A standard parenting scheduling in Texas splits up the three major holidays of the holiday season: it gives one parent Thanksgiving and New Year’s Day with the children on even years and Christmas on odd years, and the other parent gets the reverse schedule. For the parent getting the children during Christmas, it’s actually a fairly long stretch that goes from the Friday the children are let out for winter break from school until noon on the 28th, with the other parent getting them until they return to school (which is usually shortly after New Year’s).
Given the length of the Thanksgiving break, it’s a roughly even apportionment of time over the holiday season — but for many of the parents who don’t get to spend Christmas with their kids every other year, it can be a lonely experience and one of the most acute reminders all year that sometimes, divorce doesn’t feel fair.
Some divorced parents work out a plan in which, every year, some part of the Christmas Eve/Christmas Day holiday is spent with each parent. If both parents are spending the holidays in the same town, it’s theoretically a matter of arranging pickups and dropoffs and keeping communication lines open.
But we ran across an article from Ipswich, Mass.-based lawyer Susan Willis that makes a compelling case for keeping the holidays separate for mom and dad. She notes that, “based solely on couples I’ve worked with, the ones who most often end up back in front of the judge to alter the holiday schedule are the ones who try to divide holidays.”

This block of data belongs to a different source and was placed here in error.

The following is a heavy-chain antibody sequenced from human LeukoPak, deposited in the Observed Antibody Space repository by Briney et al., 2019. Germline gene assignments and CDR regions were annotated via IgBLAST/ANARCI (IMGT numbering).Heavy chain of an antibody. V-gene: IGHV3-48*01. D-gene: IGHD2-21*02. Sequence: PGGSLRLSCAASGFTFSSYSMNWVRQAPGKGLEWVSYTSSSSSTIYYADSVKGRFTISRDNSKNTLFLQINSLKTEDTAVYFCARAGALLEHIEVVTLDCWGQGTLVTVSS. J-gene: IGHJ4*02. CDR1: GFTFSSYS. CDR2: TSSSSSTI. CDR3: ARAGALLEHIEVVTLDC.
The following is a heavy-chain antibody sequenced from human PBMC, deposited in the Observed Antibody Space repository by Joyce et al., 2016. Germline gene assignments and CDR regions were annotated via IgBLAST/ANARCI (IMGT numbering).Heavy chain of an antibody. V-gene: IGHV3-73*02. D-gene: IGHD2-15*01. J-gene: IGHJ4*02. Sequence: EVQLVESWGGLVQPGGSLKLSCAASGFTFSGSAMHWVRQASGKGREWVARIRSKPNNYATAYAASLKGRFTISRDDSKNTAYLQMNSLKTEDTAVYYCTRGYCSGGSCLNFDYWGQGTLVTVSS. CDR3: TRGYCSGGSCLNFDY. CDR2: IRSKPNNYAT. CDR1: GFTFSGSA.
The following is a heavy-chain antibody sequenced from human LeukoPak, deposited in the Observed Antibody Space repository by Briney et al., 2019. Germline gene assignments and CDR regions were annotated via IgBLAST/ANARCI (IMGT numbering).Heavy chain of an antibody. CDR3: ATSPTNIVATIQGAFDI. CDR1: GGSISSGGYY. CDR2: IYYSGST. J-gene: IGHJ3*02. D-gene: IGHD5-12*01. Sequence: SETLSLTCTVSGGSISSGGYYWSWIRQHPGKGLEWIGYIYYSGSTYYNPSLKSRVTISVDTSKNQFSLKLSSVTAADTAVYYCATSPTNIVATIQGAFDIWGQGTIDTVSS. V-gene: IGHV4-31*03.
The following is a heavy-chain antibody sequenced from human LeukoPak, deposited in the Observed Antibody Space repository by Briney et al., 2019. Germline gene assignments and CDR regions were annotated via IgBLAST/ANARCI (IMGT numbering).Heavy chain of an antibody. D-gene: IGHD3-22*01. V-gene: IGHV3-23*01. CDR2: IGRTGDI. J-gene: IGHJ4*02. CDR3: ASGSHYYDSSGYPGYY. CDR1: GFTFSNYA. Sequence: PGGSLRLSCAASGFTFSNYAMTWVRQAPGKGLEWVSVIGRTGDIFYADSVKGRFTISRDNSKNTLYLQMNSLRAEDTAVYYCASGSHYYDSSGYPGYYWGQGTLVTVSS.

According to Willis, what attempts to be fair ends up being perceived by one parent as unfair every year. She notes:
What starts out with the best of intentions can end up with one parent feeling slighted if they perceive their time with the children to be shorter than or less valuable than the time allotted to their ex. In a worse case scenario, this can result in an annual dissatisfaction around the holiday that is invariably communicated to the children, ruining the holiday for them as well.
Perhaps worse than that is the shared schedule puts the children in bad situations. For example, they end up sitting at two Thanksgiving dinner tables and aren’t hungry for more food at the second dinner. Or, the entire day is spent opening presents. That can be overwhelming to younger children, particularly at the end of the day.
She sees the splitting of holidays as something that actually minimizes conflict and allows for the best experience for parents and children. (Of course, if the family celebrates a holiday spread out over multiple days, like Hannukah, that can and should be apportioned evenly and fairly.)
She points out:
In my opinion, alternating also works better than sharing holidays because it helps families to accept the reality that things are different now. That does not mean worse. Just different.
Accepting the new reality helps parents develop new holiday traditions that can be just as meaningful as the traditional ones (e.g. opening presents when they come to Dad’s house for New Year’s). It also forces parents to put their relationship with their children during the holidays first, before meeting extended family obligations.
One of the things I always tell clients is that a divorce agreement has to not only be one that works for your family now, but five-to-10 years from now. If the holidays are important to you, then it should not be a detail of the agreement to be glossed over. Many couples think they can work it out on their own. The divorced couples who can do that are few and far between.
The “not worse, but different” idea is a difficult but important concept for divorced parents, and it can especially be a struggle if it’s a new divorce. But if parents focus on creating new family traditions, and making Dec. 28 just as special as Christmas, that can be even more beneficial for kids — and parents — in the long run.